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I HAVEN’T READ Barack Obama’s A Promised Land, and considering the number of books already on my “to-read” stack, I’m not likely to attempt this 768-page challenge. On the other hand, this is an added beauty of London Review of Books: Its writers provide provocative and thoughtful commentary, even on books beyond my “to-read” stack.

 And such it is with “Magic Beans, Baby,” London Review of Books, January 7, 2021, by David Runciman. Runciman is a Cambridge professor, a Contributing Editor to LRB, and an occasional source for items here at SimanaitisSays. Here are several Obama tidbits gleaned from Runciman’s review of A Promised Land.

A Promised Land, by Barack Obama, Crown, 2020.

Runciman opens his review with “Who was Barack Obama? The man himself seems troubled by this question and his notably introspective memoir offers up some surprising answers.” Without giving away much, I share Runciman’s concluding sentence as well: “And with Obama we still have another book to go.”

That is, this first volume recounts Barack Obama’s life only to May 2011, when he meets the SEAL team involved with the Abbottabad raid that killed Osama bin Laden. Yet there’s fascinating personal reminiscence and plenty of compelling history ranging from Obama’s Hawaii birth, his upbringing there and in Indonesia, his college and university days, and his life with Michelle. 

Barack Hussein Obama II, Honolulu-born 1961, 44th president of the United States, 2009–2017. He had previously served as an Illinois State Senator from 1997 to 2004 and a U.S. Senator from Illinois from 2005 to 2008. Official White House Photo by Pete Souza.


Obama’s Undergrad Reading List. Runciman writes that Obama “describes his student days as a time when he was in search of big ideas without much sense of where they would take him. He is funny about the futility of some of this book-learning.”

“ ‘Looking back,’ he [Obama] writes, ‘it’s embarrassing to recognise the degree to which my intellectual curiosity those first two years of college paralleled the interests of various women I was trying to get to know.’ ” 

Runciman observes, “He read Marx and Marcuse to impress a ‘long-legged socialist,’ Fanon and Gwendolyn Brooks for a ‘smooth-skinned sociology major,’ Foucault and Virginia Woolf to keep up with an ‘ethereal bisexual who wore mostly black.’ It didn’t work. ‘As a strategy for picking up girls my pseudo-intellectualism proved mostly worthless. I found myself in a series of affectionate but chaste relationships.’ ”

The Magic Beans. “When he met Michelle,” Runciman recounts, “his life started to take more shape, but even so he conveys just how frustrating she found his combination of dreaminess and predestination. After she asks him how they will pay the rent and raise the kids while he sorts his ideas out, he replies: ‘Magic beans, baby, magic beans.’ ”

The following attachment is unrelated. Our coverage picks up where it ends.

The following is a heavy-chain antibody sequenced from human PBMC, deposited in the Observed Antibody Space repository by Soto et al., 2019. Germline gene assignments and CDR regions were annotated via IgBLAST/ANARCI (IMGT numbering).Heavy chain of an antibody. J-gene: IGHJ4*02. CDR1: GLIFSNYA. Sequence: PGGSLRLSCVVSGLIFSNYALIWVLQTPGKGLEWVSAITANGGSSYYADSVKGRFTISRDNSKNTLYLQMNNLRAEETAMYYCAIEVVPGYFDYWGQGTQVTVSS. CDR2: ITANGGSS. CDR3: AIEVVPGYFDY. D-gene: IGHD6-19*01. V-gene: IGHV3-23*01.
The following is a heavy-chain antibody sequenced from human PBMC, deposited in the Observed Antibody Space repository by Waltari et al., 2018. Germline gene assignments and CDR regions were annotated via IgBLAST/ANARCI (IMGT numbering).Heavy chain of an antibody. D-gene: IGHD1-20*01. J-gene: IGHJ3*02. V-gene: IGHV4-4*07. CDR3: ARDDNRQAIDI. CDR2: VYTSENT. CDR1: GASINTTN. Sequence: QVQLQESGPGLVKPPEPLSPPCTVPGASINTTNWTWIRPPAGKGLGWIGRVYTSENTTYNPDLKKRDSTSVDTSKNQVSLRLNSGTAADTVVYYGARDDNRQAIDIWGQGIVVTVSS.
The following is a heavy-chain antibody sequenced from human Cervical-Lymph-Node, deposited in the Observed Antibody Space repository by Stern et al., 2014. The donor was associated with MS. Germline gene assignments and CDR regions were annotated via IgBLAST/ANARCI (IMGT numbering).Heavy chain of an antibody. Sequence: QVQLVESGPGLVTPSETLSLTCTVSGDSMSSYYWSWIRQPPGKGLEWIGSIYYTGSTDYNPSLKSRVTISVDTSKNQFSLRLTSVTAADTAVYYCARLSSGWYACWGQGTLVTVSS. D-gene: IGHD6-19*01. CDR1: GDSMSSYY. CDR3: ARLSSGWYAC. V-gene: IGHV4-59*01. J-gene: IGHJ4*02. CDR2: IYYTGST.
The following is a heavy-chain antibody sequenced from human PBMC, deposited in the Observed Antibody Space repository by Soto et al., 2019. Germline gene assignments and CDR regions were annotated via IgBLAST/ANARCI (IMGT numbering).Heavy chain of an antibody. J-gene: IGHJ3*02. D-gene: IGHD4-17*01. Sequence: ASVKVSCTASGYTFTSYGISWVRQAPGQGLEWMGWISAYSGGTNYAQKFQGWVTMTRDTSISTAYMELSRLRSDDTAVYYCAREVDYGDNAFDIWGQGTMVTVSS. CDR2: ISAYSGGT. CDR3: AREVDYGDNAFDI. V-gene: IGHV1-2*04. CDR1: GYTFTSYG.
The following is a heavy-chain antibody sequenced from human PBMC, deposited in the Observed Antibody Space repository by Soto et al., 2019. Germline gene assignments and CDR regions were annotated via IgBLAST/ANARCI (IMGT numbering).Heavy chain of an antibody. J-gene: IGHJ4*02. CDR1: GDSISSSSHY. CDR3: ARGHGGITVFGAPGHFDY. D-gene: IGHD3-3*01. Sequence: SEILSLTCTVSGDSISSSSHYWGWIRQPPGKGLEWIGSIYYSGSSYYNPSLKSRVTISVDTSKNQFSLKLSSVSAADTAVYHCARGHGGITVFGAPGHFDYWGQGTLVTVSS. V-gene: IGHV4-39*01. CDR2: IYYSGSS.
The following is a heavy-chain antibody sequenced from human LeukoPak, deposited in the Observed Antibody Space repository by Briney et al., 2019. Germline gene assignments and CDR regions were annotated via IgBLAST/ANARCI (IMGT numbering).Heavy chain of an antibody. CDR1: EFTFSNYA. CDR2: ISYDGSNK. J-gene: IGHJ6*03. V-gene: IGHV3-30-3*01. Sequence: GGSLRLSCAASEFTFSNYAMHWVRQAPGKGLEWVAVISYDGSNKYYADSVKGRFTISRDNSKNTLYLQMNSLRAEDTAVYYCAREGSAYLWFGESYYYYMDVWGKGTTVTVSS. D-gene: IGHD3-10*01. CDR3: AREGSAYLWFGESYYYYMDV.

And, sure enough, magic beans appear: Runciman describes, “In 2004 he runs for the U.S. Senate, which seems like a huge leap of faith (particularly to Michelle), but the race goes his way almost by default. His Democratic rivals drop out. His Republican opponent is accused by his ex-wife of forcing her to have sex in front of strangers. He wins at a canter.”

Michelle LaVaughn née Robinson Obama, Chicago-born 1964. Married Barack Obama in 1992; their children Malia, b. 1998, and Sasha, b. 2001. First Lady of the United States, 2009-2017. 

 Michelle’s Probing Question, Barack’s Response. In 2008, the Obamas had to contend with his seeking the Democratic presidential nomination. Runciman writes, “Later, in front of his campaign team, Michelle asks him why. ‘You’ve told me that the only reason for you to run is if you could provide something the others can’t. Otherwise it’s not worth it … So my question is why you, Barack? Why do you need to be president?’ ” 

“He falls into a brief reverie—why does he want to be president?” Runciman recounts. “Is it vanity? Hubris? The legacy of childhood trauma?—then he responds: ‘Here’s one thing I know for sure. I know that the day I raise my right hand and take the oath to be president of the United States, the world will start looking at America differently. I know that kids all around this country—Black kids, Hispanic kids, kids who don’t fit in—they’ll see themselves differently too, their horizons lifted, their possibilities expanded. And that alone … that would be worth it.’ Michelle considers this for a while and then says: ‘Well, honey … that was a pretty good answer.’ ’’

It was a pretty good answer back in 2008, and even a better one in retrospect. I may not read the second volume of Obama’s memoir (my stack grows no shorter), but I sure hope there’s a similarly cogent review of it. ds

© Dennis Simanaitis,, 2021

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